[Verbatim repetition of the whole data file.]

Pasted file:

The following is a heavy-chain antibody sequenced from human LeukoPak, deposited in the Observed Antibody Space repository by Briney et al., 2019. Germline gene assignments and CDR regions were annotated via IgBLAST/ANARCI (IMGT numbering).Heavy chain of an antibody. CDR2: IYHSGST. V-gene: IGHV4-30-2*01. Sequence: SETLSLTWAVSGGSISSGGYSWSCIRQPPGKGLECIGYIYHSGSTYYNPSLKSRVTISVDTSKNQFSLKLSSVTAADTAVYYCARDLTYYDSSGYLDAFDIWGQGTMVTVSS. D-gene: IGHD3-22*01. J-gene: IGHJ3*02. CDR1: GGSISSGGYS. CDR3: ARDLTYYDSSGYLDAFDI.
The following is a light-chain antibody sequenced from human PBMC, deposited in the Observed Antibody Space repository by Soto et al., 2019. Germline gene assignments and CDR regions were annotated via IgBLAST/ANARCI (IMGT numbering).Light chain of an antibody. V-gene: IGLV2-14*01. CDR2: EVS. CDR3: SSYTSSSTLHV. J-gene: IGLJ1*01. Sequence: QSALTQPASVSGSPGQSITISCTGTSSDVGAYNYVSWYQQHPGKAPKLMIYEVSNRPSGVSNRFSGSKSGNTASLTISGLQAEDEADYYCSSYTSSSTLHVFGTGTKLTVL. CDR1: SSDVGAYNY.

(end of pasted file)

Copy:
The following is a heavy-chain antibody sequenced from human LeukoPak, deposited in the Observed Antibody Space repository by Briney et al., 2019. Germline gene assignments and CDR regions were annotated via IgBLAST/ANARCI (IMGT numbering).Heavy chain of an antibody. CDR2: IYHSGST. V-gene: IGHV4-30-2*01. Sequence: SETLSLTWAVSGGSISSGGYSWSCIRQPPGKGLECIGYIYHSGSTYYNPSLKSRVTISVDTSKNQFSLKLSSVTAADTAVYYCARDLTYYDSSGYLDAFDIWGQGTMVTVSS. D-gene: IGHD3-22*01. J-gene: IGHJ3*02. CDR1: GGSISSGGYS. CDR3: ARDLTYYDSSGYLDAFDI.
The following is a light-chain antibody sequenced from human PBMC, deposited in the Observed Antibody Space repository by Soto et al., 2019. Germline gene assignments and CDR regions were annotated via IgBLAST/ANARCI (IMGT numbering).Light chain of an antibody. V-gene: IGLV2-14*01. CDR2: EVS. CDR3: SSYTSSSTLHV. J-gene: IGLJ1*01. Sequence: QSALTQPASVSGSPGQSITISCTGTSSDVGAYNYVSWYQQHPGKAPKLMIYEVSNRPSGVSNRFSGSKSGNTASLTISGLQAEDEADYYCSSYTSSSTLHVFGTGTKLTVL. CDR1: SSDVGAYNY.